Netanyahu vows Israel will fight religious intolerance, after Jaffa graves desecrated on Yom Kippur
Graves in Muslim and Christian cemeteries were vandalized in suspected 'price tag' attacks, just days after mosque in northern Israel allegedy torched by rightists.
Prime Minister Benjamin Netanyahu on Sunday decried the desecration of graves in Christian and Muslim cemeteries in Jaffa during Yom Kippur, saying that Israel is "not willing to tolerate vandalism, especially not the kind that would offend religious sensibilities."
“Israel shows tolerance for religious sentiments and a desire for peaceful coexistence without violence, but will show no tolerance for those who oppose it”, said Netanyahu during a cabinet meeting.
Netanyahu’s words came after both a Muslim and Christian cemetery were vandalized by graffiti that said “Death to the Arabs”, and “price tag”. Headstones were smashed and racist slogans were spray-painted on graves.
The incident occurred less than a week after a mosque was torched, also by alleged Jewish extremists, in northern Israel.
About 200 Arabs and Jews gathered in Jaffa on Saturday night to protest the desecration at the cemetery and calling for an end to violence and racism. At one point during the demonstration, a Molotov cocktail was thrown at the roof of Rabbi Meir Ba'al Hanes synagogue in Jaffa. The building was empty at the time and there were no reports of casualties. Firefighters, police and medical teams were rushed to the scene.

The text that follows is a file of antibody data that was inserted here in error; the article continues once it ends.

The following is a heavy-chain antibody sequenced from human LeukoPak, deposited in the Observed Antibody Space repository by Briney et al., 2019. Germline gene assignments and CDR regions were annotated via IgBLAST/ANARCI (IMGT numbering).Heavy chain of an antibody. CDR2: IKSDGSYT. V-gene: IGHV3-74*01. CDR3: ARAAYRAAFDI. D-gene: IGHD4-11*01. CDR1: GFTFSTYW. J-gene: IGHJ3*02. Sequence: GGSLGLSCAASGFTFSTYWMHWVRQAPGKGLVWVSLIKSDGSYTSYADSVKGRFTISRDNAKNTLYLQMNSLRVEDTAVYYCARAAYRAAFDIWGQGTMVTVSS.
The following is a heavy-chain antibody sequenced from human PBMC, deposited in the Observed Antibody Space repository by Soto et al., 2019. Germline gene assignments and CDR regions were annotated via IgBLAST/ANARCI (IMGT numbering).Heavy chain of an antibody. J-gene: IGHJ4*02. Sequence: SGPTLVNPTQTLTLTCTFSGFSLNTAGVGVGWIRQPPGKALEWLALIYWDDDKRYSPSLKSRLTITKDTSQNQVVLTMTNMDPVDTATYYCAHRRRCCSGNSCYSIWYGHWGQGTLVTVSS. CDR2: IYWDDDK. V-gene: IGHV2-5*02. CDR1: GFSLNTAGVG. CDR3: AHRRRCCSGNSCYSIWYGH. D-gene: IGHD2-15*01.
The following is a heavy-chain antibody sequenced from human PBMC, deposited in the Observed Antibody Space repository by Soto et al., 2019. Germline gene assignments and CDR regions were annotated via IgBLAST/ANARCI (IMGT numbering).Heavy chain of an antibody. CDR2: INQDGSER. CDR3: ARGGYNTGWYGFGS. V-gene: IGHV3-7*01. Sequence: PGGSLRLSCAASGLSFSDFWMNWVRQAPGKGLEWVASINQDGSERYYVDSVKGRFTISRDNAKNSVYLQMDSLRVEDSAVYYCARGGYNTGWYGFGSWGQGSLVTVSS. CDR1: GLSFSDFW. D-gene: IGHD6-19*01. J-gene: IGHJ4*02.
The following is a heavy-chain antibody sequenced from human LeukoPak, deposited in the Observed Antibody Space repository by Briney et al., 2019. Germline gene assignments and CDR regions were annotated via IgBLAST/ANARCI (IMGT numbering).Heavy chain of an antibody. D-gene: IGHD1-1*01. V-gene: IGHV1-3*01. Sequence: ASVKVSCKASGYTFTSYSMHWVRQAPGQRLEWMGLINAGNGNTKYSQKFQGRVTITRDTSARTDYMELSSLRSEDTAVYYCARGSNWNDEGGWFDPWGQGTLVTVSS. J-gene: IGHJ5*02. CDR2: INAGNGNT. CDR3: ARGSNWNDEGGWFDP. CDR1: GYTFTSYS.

Israel Police Commissioner Yohanan Danino said the attacks on the cemeteries were a serious matter, and pledged that the police will do all they can “in order to ensure that situations such as this one end in indictments.”
Danino instructed all police districts to put together full mapping plans for pinpointing sensitive locations, and work along with intelligence officials in order to maintain the rule of law and a calming of tensions. Danino is scheduled to meet with members of Jaffa’s Arab leadership on Monday.
Tel Aviv-Jaffa Mayor Ron Huldai condemned the grave desecrations, saying that the fact that the attacks happened on Yom Kippur made it “all the more saddening.”
Tel Aviv’s Chief Rabbi Yisrael Lau also joined in the condemnations, calling the vandalism an “act of terror, which serves to strain relations between residents of the neighborhood, the city, and the country.”
On Saturday, President Shimon Peres spoke out against the attacks, calling them "a criminal act that dishonors us and is opposed to the ethical values of Israeli society." In a statement released by the president's office, Peres called on law authorities to do "their utmost" to catch the criminals and bring them to justice as soon as possible.
President of the Islamic Movement in Jaffa, Sheikh Ahme Abu Ajwa called for calm in the wake of the desecrations, branding the attacks “an attempt by extremists to incite the Arab masses.” Arab lawmaker Ibrahim Sarsur, who heads the United Arab List-Ta’al party called upon the perpetrators, whoever they may be, “to end the racist attacks.”
In response to the vandalism, as well as to last week’s torching of a mosque in the Galilee village of Tuba-Zangaria, members of the Arab community in Israel have become more vocal in calling on the international community to intervene in order to protect sites holy to Islam and Christianity in Israel.